This is part of our new series "Gen: Change," in partnership with Youth Service America, featuring stories from the 25 most influential and powerful young people in the world. Click here to read more about Anoka and her amazing story.
Living close to the Bolgoda Lake of Sri Lanka gave me the painful firsthand insight into the destruction of the Mangroves, so I started volunteering at age 14 with the EMACE Foundation of Sri Lanka in 2006 to scientifically replant the Mangroves and address climate change mitigation.
My team and I developed a concept which integrated the environmental, financial, sustainability and social aspects and decided to upgrade the existing project to address carbon trading in the voluntary market as the regulatory market is complex, risky and expensive. With my friends, we started to giving meaning to the idea that action and service is power, because instead of complaining or being arm chair ciritics, we decided to do whatever possible to direct the attention of young people like us to be the generation of people who make things right and walk the walk.
Armed with the firsthand experience gained from volunteering with the EMACE Foundation of Sri Lanka, I introduced a Tree Guardian System (TGS) where a Mangrove plot of one acre each would be allocated to 500 community members of the Indibedda village bordering the Bolgoda Lake of Sri Lanka. This sustains their livelihood of fishing as the Mangroves provide the best breeding place for the many fish, prawns and crabs of the lake. Thus the social, economic and sustainability factors of the project are interconnected. The project is titled "Mangroves -- Sinking Carbon."
Over 12,000 Mangroves and a stable network of volunteers and supporters later, we brought in a social entrepreneurship aspect to the project because as we saw it, a person who is hungry will not really care about the environment, but only about whatever that is needed to get his fill. So we came up with a plan to promote eco-tourism and sustainability, to help the youth become better tour guides during their breaks and for the community so that they could provide accommodation and food to increase their monthly incomes. This was supplemented by the British Council's International Climate Champion programme, which helped me to be a better project planner.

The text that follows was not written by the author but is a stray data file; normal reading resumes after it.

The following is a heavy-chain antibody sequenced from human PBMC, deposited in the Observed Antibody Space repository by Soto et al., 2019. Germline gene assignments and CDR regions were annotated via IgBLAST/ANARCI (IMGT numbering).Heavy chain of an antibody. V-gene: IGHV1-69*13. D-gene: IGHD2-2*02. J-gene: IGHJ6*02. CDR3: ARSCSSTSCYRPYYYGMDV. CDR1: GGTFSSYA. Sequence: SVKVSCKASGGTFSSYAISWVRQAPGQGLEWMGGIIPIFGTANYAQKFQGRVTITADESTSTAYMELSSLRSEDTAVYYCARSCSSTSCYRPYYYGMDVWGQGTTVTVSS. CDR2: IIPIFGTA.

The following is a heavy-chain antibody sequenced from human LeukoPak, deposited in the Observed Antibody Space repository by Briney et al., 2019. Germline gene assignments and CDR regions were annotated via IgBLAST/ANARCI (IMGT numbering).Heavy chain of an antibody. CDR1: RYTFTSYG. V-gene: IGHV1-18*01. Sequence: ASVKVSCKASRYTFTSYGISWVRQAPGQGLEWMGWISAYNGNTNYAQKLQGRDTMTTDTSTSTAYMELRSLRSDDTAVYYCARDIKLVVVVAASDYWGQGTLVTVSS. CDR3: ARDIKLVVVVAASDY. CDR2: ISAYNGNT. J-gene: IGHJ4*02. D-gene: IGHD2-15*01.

This led to me being selected as the youngest SAARC Youth Award recipient at the age of 20 years old for Outstanding Protection of the Environment and Mitigation of Climate Change in 2011.
This made me even more inspired and we came up with a concept to help the community of Bolgoda Lake with solar-powered fishing lamps which were donated and subsidized with the help of various donors.
Being chosen as a Global Changemaker by British Council caused me to become even better trained and live up to my potential of making a change in the world. Having connected with other Mangroves projects in India and Bangladesh, and with pilot projects in four districts of Sri Lanka, our projects was literally flying!
Interactive workshops, tree plantations for YSA Global Youth Service Day, and Disney grants kept us going the extra mile and our focus was turned to the importance of policy as the catalyst for change. I was given the opportunity to represent Sri Lankan youth at the UNFCCC COP17 in South Africa, where decision-makers were influenced to take a stance on climate change and environmental protection. The power of service is well-reflected in this because not many youth get the opportunity to attend high-level decision-making processes to help them become better leaders and to prove their mettle.
We made Sri Lanka's first digital environmental music video, which I starred in as an earth spirit to bring environmental degradation into focus for the people of Sri Lanka.
So I say that there's nothing we can't do and I am proud to be part of YSA. Along with my friends and networks, I will continue to do my very best to help our country and world become cleaner, more environmentally friendly and sustainable.